Which hill will you die on?

Which hill will you die on? January 9, 2019

“Elijah’s Sacrifice,” 1863, by Albert Joseph Moore

Priesthood begins on Calvary but ends on Mount Tabor; while instead, marriage begins on Tabor but winds up on Mount Calvary. When my best priest friend shared this insight with me, I laughed knowingly, though I had not yet been to Calvary, so I really understood nothing.

The Last Word

I have since had the honor to witness as two different men, whom I love very much, cared for wives, both of whom suffered through years of debilitating and disfiguring terminal illness. In each case, the diagnoses the women received left no room to hope for a medical cure. These husbands watched as the women they loved melted slowly but inexorably to skeletons; they sat helpless vigil as the flesh they had clung to – once a source of living joy – was eaten away with pain. Throughout these long sicknesses, both husbands changed: each developed capacities I never knew they’d had. They took over the cooking, got up several times per night to attend to their wives’ needs, helped to bathe them, and even learned some nursing skills. And when all possible caregiving tasks had been exhausted, they modeled Mary, who stood at the foot of the Cross and shared the gift of her loving presence.

This experience of Calvary looks very different from what we often think of when we claim that some event or another is “crucifying” us.

A joy can develop, even during the most humiliating affliction, when the gaze of love is exchanged between two people who have shared a history and lived one life between the two of them. Think of how Mary and Jesus must have looked at one another on Calvary: how their faces must have become radiant when their eyes met during those last hours! There is nothing more beautiful than the face of a loved one whose gaze of tenderness tells us: It is good that you exist

Neither of these husbands complained, as they stood beside their dying wives. An atmosphere of gentleness and love permeated all they said or did. And even as the women experienced tremendous pain and compromised dignity, they also, somehow, took care of their husbands: with a weak pat of the hand, as if comforting a baby, or with a grateful smile, or with a glance filled with solicitous attention. To be privileged to see these things can’t help but suggest to us that love is indeed stronger than death.

Calvary, then, is also a place of joy, a joy far greater than that of Mount Tabor, where Peter had wanted to build tents for Moses, Elijah, and Jesus so that they could all remain together, basking in the glow of beatitude. I’m certain that Mary never had the impulse to set up camp beside the cross so as to prolong the experience of watching her son die. Yet, she must have experienced a kind of fullness when the finality of death laid bare the certain fact that love will always have the last word.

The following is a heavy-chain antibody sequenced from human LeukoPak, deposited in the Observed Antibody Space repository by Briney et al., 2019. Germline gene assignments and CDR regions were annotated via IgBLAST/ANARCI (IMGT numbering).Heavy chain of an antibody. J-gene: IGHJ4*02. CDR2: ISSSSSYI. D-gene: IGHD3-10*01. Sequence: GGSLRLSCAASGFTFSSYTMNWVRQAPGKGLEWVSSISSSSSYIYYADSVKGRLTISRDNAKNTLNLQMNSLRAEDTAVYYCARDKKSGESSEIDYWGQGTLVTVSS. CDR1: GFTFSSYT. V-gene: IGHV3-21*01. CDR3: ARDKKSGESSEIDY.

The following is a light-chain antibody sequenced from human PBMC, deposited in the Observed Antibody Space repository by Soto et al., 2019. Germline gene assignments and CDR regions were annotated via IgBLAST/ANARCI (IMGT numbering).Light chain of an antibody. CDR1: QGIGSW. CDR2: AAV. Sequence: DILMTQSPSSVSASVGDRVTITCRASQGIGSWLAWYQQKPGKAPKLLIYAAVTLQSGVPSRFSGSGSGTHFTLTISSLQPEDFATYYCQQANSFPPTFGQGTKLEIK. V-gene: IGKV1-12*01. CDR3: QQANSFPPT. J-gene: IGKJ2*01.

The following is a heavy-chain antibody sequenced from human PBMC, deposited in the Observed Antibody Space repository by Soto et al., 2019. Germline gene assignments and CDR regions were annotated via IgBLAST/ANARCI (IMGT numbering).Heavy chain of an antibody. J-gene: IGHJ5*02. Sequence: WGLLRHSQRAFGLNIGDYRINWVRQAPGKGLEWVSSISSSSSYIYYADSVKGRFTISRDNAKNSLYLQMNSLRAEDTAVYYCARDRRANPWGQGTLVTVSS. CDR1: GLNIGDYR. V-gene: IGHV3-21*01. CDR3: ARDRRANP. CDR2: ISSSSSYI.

Sweating Blood Is a Thing

What I thought I knew of Calvary when my friend made his remark was actually an experience of the Mount of Olives. We’ve all been there – whether we claim no spirituality at all or whether we’re religious adherents – that place where we sweat blood and and wrestle with the temptation to run away screaming.

In Gethsemane, it’s always night time, and our friends are always fast asleep when we need them most. Among these olive trees, people rarely smile; and if they kiss, it’s usually a betrayal of life and love. We can be completely alone there and betray ourselves, or allow our eyes to deceive us, or listen to voices that want only to annihilate us. Even our own chemistry betrays us by signaling that we have only two choices: to slash out wildly or flee naked into the pathless night.

And yet, thousands of times a day, people say some variation of these words: Not my will, but Thy will be done: when a mother gets up to soothe a wailing child in the middle of the night or when a fire fighter runs into a burning building or when a man cleans vomit out of his mother’s hair, these people deny their own will (to sleep, to remain safe, to avoid terrifying facts) and instead obey the will of Something greater, whether they call that Something “duty” or “affection” or “God.”

The Olivet of marriage consists in the desire and threat of divorce. In very sad cases, to obey the will of Something greater means to abandon the marriage. In other cases, though, to obey the will of Something greater means to stay and face the unspeakable horror of the one, ever-loving, monstrous thing that one cannot stand, does not approve, and will neveraccept  – and then embrace it and drink it to the dregs.